Doctors aren’t the only ones who are gradually embracing mobile health technology; nurses are increasingly using it, too. Clinical nurse specialist Laura Solano RN, MSN, notes that her unit at Penn Presbyterian Medical Center found so much benefit from using iPads for patient education during a pilot project that they’ve continued to use them. Even the nurses who were initially resistant have embraced them, she said.
Will some of the reluctant physicians eventually embrace mobile health technology? Probably to some degree. Exactly “how” may be dictated by how health systems’ electronic health records systems function and how they allow for secure access via mobile devices.
Said Greenspun, “This stuff is coming to healthcare, and it’s coming pretty fast.”
He pointed out all the things that people already do with their smartphones and tablets on a routine basis: make dinner reservations, change an airline ticket, manage their finances, etc.
“Look at your phone. Take a look at what you do with it. Then take a step back and say, ‘What if I could do this in healthcare?’” he said.
The Deloitte survey noted that while there is still some skepticism among physicians about the adoption of health information technology, they seem to know it’s inevitable. “Powerful market forces exerted by health plans and consumers are accelerating HIT adoption,” the study’s authors wrote.
While it may take some time for the majority of clinicians to effectively access EHRs with mobile devices, the number of mobile software applications for physicians is growing rapidly.
Many clinicians already are familiar with Epocrates, the mobile health software application that can be used to check drug interactions, among other functions. But while Epocrates might have been the first smartphone medical application (that later launched a tablet version), it has since been joined by a growing number of others.
There are downloadable apps like the online network Doximity, which launched in October 2010. It allows doctors to communicate with each other and trade notes in a HIPAA-secured environment. And there are mobile medical imaging apps, like Mobile CT Viewer, which was recently approved by the FDA. This app from Nephosity allows clinicians to remotely view various CT, X-ray and MRI images on an iPad when they don’t have access to a fixed workstation.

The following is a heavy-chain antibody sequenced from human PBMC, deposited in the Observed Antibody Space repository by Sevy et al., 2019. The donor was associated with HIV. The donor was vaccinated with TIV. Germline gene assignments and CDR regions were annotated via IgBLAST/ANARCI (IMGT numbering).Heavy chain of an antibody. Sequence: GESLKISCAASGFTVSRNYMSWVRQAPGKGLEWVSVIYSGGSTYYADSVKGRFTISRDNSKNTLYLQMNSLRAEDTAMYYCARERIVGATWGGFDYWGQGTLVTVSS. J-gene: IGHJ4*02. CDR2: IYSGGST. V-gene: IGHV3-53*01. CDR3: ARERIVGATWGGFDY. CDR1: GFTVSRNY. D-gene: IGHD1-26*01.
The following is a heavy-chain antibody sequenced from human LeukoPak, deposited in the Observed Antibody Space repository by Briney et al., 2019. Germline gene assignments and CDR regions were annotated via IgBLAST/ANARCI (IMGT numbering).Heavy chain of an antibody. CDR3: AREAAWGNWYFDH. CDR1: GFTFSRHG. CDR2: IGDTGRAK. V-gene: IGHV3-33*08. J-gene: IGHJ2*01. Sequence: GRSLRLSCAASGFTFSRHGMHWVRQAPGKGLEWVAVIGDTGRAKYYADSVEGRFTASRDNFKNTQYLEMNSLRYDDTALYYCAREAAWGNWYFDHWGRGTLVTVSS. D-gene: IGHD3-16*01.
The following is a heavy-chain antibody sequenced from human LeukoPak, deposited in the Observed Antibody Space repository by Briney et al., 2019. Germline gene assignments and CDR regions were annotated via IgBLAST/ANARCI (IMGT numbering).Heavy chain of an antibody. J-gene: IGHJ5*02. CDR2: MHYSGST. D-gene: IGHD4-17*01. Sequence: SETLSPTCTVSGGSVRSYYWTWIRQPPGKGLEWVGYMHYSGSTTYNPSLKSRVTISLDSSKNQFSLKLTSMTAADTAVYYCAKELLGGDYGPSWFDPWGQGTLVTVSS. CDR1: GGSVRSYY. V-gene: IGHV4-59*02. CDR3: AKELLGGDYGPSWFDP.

And Biosense Technologies recently created a smartphone-enabled urinalysis system called uChek Urine analyzer; users compare urine test strips against a color-coded map and snap photos with their iPhone cameras. Then the app compares the colors and responds with the relevant data, such as protein and glucose levels. It can also track data over time.
Zachary Landman, MD, said many of today’s mobile health platforms, which offer a variety of services, are actually easy to use. “You don’t need to be tech savvy to be able to really achieve great results,” said Landman, who regularly uses a mobile health service called DoctorBase because it allows for secure and efficient messaging with other doctors and with patients.
Undoubtedly there will be more innovations on the horizon, as entrepreneurs continue to explore their own ideas for mobile health apps and technology that could help clinicians perform their jobs better and more efficiently. For example, entrepreneur Michael Hoaglin took some time off from medical school to work on Smartphone Physical, which uses various smartphone devices to gather data for a physical exam. He thinks that showing the benefits to doctors could result in a greater rate of adoption of such technologies.
“Once you show a lot of them, that’s when they buy into it,” he said.
There may be more regulation of mobile health technology on the horizon, as well. Earlier this year, the Congressional Energy and Commerce Subcommittee held hearings on mobile health industry regulation. The FDA is expected to release a final guidance document later this year that will cover health applications.